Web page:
|From The Yakima Herald yakima-herald.com
White Swan Marine killed in Afghanistan bomb blast
by Phil Ferolito Yakima Herald-Republic
YAKIMA, Wash. -- Joe Jackson was everything a Marine stood for, his foster father, Shawn Marceau said Monday, a day after Jackson was killed in Afghanistan.
Jackson, 22, was on foot patrol early Sunday in south-central Afghanistan when an improvised explosive device detonated next to him.
He was pronounced dead about an hour later at a hospital.
On Monday, Marceau sat between two Marines at the Marine Corps Reserve office on Tahoma Avenue in Yakima. Head cast down, fists clenching at times, eyes watering, he recalled the young man he raised from the age of 12.
"(He) was my road dog," he said. "That was my best friend. I lost my best friend."
A Gila River tribal member who was mostly raised in the Yakama reservation community of White Swan, Jackson was a strong kid who would help anyone, Marceau said.
"He was a stellar Marine son," Marceau said. "He had a Midas touch -- everything he touched turned to gold."
A lance corporal with the Alpha Company 15 out of Camp Pendleton, Calif., he was among the elite, with swimming, rifle and educational scores that landed him among the top 10 percent, said 1st Sgt. Michael Lillie.
Those scores opened opportunities for him far removed from the clashes on the ground, but he chose to tote a rifle as an infantryman, Lillie said.
"He wanted to be a grunt," Marceau said.
He often volunteered to be one of the lead men on foot patrols, where there was the possibility of being struck by IEDs.
His job was to mark the trail for his fellow Marines.
Military officials said that on Sunday he was following another Marine who was carrying a mine detector on a steep slope when his foot slipped outside the detected area and a bomb exploded. He was the only one struck.
Marceau, a Blackfeet tribal member, was at his White Swan home when two Marines arrived at his door about 8:45 a.m. Sunday.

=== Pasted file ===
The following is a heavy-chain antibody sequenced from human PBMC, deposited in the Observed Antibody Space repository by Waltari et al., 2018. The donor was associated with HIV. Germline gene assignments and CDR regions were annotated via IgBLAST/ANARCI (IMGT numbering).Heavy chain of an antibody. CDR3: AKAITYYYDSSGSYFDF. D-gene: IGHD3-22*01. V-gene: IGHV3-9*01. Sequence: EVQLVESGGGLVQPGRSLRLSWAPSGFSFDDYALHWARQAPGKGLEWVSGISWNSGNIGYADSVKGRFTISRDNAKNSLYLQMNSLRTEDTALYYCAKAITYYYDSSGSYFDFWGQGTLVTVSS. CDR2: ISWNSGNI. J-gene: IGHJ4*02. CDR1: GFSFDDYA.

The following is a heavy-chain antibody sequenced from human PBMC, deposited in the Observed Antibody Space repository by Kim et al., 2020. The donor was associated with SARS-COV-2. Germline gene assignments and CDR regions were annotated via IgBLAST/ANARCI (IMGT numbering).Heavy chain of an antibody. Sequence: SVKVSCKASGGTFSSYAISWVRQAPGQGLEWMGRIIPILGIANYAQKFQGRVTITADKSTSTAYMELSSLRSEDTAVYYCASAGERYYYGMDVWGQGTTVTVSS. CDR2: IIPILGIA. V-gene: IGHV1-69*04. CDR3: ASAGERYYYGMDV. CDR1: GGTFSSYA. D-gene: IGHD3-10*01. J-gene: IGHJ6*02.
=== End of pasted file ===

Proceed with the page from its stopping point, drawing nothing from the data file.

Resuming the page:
"They showed up and it was scary," he said. "If I got the word from anyone, I'd rather get it from a Marine."
Marceau, his father, grandfather and great-grandfather all served in the Marines.
At age 13 -- one year after he came to live with Marceau -- Jackson began dressing up as a Marine, Marceau recalled.
"He accepted me as his father and that's the way it came down," he said.
"He was pretty rough, really rough around the edges," he said. "I just wanted him to succeed and he did."
Marceau recalled how Jackson would always come home right after school and do chores. If something needed fixing, he fixed it.
"He just wanted to be with us," he said. "He just wanted to be home."
Jackson preferred hands-on work rather than the confines of a classroom, said his high school resource teacher, Shelly Craig.
Although he fell behind on credits, he was smarter than most realized and surprised teachers when he passed the WASL in 10th grade, she said.
Once he realized that a high school diploma was important to his service in the Marines, he focused on graduating, she said.
"If the military (hadn't been) the carrot out there for him, I don't think he would have graduated.
"He's always been very much driven to join the Marines -- that was his ultimate goal."
On graduation night, he helped a wheelchair-bound student, RJ Jim, through the walk.
"He took care of him and made sure he made it up on the stage and everything," Craig said. "He had a very compassionate heart."
Following his foster father's footsteps, Jackson joined the Marines after graduating from White Swan High School in 2009. He was deployed to Afghanistan about a month ago.
Jackson leaves behind a younger brother and sister, both foster siblings, said Marceau, who declined to identify them. Services are not expected for about two weeks.
Jackson will be greatly missed, Marceau said.
"What he did, it was a calling -- America cashed a check on my boy," he said. "Don't forget him."